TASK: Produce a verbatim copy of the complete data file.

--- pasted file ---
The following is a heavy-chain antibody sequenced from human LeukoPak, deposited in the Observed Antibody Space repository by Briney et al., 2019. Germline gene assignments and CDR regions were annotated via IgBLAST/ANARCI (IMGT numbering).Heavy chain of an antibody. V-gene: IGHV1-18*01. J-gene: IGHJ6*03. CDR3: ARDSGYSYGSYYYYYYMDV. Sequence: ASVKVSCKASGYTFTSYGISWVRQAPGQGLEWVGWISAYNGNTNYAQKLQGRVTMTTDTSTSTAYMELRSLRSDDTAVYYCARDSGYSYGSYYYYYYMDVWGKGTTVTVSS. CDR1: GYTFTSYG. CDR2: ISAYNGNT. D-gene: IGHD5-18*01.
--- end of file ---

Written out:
The following is a heavy-chain antibody sequenced from human LeukoPak, deposited in the Observed Antibody Space repository by Briney et al., 2019. Germline gene assignments and CDR regions were annotated via IgBLAST/ANARCI (IMGT numbering).Heavy chain of an antibody. V-gene: IGHV1-18*01. J-gene: IGHJ6*03. CDR3: ARDSGYSYGSYYYYYYMDV. Sequence: ASVKVSCKASGYTFTSYGISWVRQAPGQGLEWVGWISAYNGNTNYAQKLQGRVTMTTDTSTSTAYMELRSLRSDDTAVYYCARDSGYSYGSYYYYYYMDVWGKGTTVTVSS. CDR1: GYTFTSYG. CDR2: ISAYNGNT. D-gene: IGHD5-18*01.